Key Activities and Accomplishments

• Scale up of successful high-yield HIV testing modalities, including facility and community index testing, and identification and HIV testing of presumptive TB patients.

• MOHW’s universal ART treatment strategy, initiated in June, 2016, aims to provide antiretroviral treatment to all. CDC provides technical assistance to improve clinical services and ensure evidence-based modalities are implemented to enhance treatment initiation, adherence and retention for people living with HIV (PLHIV).

• The PMTCT program is one of Botswana’s success stories. It was grounded in CDC’s research findings. Now, CDC’s technical assistance provides training, mentoring and strengthening of existing clinical systems to support pregnant HIV-positive mothers and their HIV-exposed babies.

• Cervical cancer technical assistance is aimed to support the MOHW to scale up capacity in preventing cervical cancer in PLHIV. Capacity building includes policy development, training, and mentorship.

• The national Safe Male Circumcision (SMC) program was launched 2009. CDC supports the SMC program through technical assistance, service delivery, and demand creation.

• CDC strengthens the MOHW’s data systems and use by providing expertise and technical assistance to enhance data completeness and quality, improve surveillance systems, and increase data use.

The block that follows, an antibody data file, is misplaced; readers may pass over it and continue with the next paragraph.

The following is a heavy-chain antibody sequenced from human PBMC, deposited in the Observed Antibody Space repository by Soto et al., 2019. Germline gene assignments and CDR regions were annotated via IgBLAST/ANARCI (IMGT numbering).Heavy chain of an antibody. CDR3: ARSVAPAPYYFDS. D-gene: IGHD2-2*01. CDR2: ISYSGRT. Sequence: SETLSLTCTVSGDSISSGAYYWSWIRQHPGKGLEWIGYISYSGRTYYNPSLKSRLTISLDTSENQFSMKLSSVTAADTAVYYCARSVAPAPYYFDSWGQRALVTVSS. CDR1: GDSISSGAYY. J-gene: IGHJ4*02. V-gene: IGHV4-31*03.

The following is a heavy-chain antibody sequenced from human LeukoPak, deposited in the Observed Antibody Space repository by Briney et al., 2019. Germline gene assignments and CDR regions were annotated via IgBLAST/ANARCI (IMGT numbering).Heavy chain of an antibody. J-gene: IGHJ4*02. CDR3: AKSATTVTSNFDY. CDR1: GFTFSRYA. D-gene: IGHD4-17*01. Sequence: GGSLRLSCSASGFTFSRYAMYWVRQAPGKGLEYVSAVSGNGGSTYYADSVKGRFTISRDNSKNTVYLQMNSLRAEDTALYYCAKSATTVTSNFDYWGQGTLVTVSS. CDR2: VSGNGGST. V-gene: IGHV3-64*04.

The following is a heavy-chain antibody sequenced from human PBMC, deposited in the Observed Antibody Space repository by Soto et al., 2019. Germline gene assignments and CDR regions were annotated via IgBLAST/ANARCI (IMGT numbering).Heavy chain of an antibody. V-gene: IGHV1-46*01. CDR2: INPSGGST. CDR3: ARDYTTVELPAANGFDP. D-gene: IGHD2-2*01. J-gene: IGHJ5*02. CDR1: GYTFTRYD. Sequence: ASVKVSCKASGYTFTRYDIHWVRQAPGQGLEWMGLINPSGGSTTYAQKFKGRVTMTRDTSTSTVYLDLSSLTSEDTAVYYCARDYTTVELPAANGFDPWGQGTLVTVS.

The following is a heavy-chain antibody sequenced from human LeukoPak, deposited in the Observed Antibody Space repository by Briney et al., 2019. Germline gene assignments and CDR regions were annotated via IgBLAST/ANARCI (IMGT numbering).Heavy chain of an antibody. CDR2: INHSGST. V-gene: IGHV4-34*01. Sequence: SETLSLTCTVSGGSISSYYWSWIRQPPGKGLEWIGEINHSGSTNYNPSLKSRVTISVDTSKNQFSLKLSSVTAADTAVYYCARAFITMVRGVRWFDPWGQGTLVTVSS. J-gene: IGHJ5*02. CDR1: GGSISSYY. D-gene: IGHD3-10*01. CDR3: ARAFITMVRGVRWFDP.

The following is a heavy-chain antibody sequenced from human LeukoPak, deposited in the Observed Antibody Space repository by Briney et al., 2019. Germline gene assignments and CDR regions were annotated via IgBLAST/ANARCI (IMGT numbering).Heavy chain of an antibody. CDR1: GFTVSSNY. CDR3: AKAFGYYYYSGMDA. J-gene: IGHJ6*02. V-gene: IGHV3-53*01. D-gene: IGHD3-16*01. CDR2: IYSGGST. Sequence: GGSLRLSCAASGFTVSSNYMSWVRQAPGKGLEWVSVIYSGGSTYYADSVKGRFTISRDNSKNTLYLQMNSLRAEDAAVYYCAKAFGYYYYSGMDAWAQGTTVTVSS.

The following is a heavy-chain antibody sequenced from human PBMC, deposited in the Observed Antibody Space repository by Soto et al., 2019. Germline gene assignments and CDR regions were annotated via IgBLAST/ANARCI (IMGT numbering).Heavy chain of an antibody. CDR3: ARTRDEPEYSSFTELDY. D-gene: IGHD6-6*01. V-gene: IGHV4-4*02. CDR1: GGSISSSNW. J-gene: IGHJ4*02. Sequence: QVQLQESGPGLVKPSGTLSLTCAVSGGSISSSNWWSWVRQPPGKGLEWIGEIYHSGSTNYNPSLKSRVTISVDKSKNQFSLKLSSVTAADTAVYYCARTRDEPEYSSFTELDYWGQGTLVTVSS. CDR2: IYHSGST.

• In collaboration with the MOHW and PEPFAR, CDC provided technical assistance for the construction and equipping of the National Public Health Laboratory (NPHL). The NPHL was built to establish laboratory capacity for routine surveillance and response to public health emergencies; to improve the availability, quality, and use of laboratory data for evidence-based decision making and planning in support of routine surveillance and epidemiologic investigations; and to foster collaboration between human, animal and environmental health laboratories. The NPHL hopes to provide a forum to promote partnerships as Botswana strives for a One Health approach to healthcare.

• Results from CDC’s BCPP study led to innovative testing, linkage to treatment, and retention strategies. Lessons learned in heath information system challenges, poor documentation of viral load testing, and other key operational and research questions have been rapidly translated into programs for maximum impact.


Tracking PEPFAR Impact Toward Global Targets

The U.S. Centers for Disease Control and Prevention (CDC) works with partners including host countries, local implementing partners, faith-based organizations, and other community-based organizations to measure progress towards HIV epidemic control in countries supported by the U.S. President’s Emergency Plan for AIDS Relief (PEPFAR).

15 years, saving lives through American generosity and partnerships

Vital Signs: Global HIV Communications Toolkit

In 2003, the U.S. President’s Emergency Plan for AIDS Relief, or PEPFAR, was announced. When it was launched, PEPFAR became the largest commitment by any nation to address a single disease in history. At the time, HIV was a global crisis, devastating families, communities, and economies worldwide—particularly in sub-Saharan African countries.

15 years, saving lives through American generosity and partnerships

CDC On the Frontlines

Over the past 20 years, the U.S. President’s Emergency Plan for AIDS Relief (PEPFAR) has saved millions of lives as a leader in the global response to two of the world’s deadliest infectious diseases – HIV and TB. As a key implementing agency of the U.S. President’s Emergency Plan for AIDS Relief (PEPFAR), CDC is at the forefront of these global efforts to treat and prevent these diseases.